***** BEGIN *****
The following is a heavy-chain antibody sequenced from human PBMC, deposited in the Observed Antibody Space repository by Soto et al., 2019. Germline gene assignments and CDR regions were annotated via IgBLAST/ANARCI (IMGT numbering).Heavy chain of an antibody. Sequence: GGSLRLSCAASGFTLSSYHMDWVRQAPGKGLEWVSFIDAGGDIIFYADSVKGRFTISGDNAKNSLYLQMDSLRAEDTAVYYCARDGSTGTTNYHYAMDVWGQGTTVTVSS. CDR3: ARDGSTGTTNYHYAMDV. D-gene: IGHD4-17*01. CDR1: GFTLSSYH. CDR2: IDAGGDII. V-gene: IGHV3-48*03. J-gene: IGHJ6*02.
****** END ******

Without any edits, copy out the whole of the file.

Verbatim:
The following is a heavy-chain antibody sequenced from human PBMC, deposited in the Observed Antibody Space repository by Soto et al., 2019. Germline gene assignments and CDR regions were annotated via IgBLAST/ANARCI (IMGT numbering).Heavy chain of an antibody. Sequence: GGSLRLSCAASGFTLSSYHMDWVRQAPGKGLEWVSFIDAGGDIIFYADSVKGRFTISGDNAKNSLYLQMDSLRAEDTAVYYCARDGSTGTTNYHYAMDVWGQGTTVTVSS. CDR3: ARDGSTGTTNYHYAMDV. D-gene: IGHD4-17*01. CDR1: GFTLSSYH. CDR2: IDAGGDII. V-gene: IGHV3-48*03. J-gene: IGHJ6*02.